Bill Hupp wrote:We know that steppe peoples and horse bow armies do well when they have good leadership and that it is hard to sustain over long periods of time (maybe that is true about all ancient and medieval nations.)
Just as a warning, it is important to separate strategic success ("do well" as a nation) from tactical success ("do well" in a battle).
Rome is often the subject of that confusion, with advocates of Rome giving them advantages in battles through command points or some other mechanism. But there is no evidence that Rome was more likely to win a battle than anyone else -- Rome conquered the world because of economic and population and cultural factors that had nothing to do with its army. Sometimes the evidence is to the contrary -- that Roman armies should suffer penalties to make them worse. Rome lost battle after battle to Carthage in Italy in the 2nd Punic, and the only way they avoided getting crushed was because Hannibal had no siege train, and Rome could afford to create a totally new army to replace a destroyed army in Italy every single year, and STILL field several other armies in other arenas (Gaul, Spain, and eventually Carthage). Rome's survival, and Carthage's destruction, has nothing to do with Rome's army abilities, and everything to do with the fact they could field four times as many armies as Carthage.
Similar myopia is often applied to the Mongols, focusing on a few battles they won decisively in the West. In China they had a long, hard slog (strategically speaking) to beat the Song Chinese, a result they only achieved in 1279 after more than 20 years of concerted effort. And that's in spite of the Song Chinese having an absolutely atrocious internal military leadership system, where military success was rewarded with being murdered and the military were reviled and disdained by the elite and their bureaucracy. Don't get me wrong -- the Mongols had brilliant organization. But the evidence of their brilliant organization supports their strategic organization, not their tactical organization. Their logistics, their long-distance communication, their resupply, their pre-battle scouting, their pre-battle maneuvers to draw an enemy over days and days of pursuit to fight at a chosen position, and so on.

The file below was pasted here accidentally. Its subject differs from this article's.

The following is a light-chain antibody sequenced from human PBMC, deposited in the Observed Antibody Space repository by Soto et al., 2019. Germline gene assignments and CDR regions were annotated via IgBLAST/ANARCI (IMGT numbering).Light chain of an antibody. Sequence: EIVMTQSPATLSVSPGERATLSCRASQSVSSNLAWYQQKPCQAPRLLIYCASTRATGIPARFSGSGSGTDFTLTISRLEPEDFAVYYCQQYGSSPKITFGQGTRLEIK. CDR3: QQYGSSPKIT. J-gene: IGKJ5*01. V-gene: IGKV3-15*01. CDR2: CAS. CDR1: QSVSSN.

Sure, the Mongols beat the Khwarizmians, Georgians, Cumans, Tanguts, and various Turks. But there's a similarity between those victories and Julius Caesar beating various Gallic tribes in his victory tour of Gaul -- none of those were contests between two equal nations, fighting with equal armies, in spite of Caesar's self-serving propaganda. Going back to the Mongols, in all the cases aforementioned the Mongols were the 800lb gorilla of the Steppes at that time, long after their absorption of the Jian, the Liao, the Xia. They were much bigger and meaner than anyone else, and everyone knew the result of getting into a wrestling match with them. The Khwarizmians had no choice, were forced to fight, and won as many battles as they lost, but couldn't afford to lose a major battle, and when they did, that was the end of them.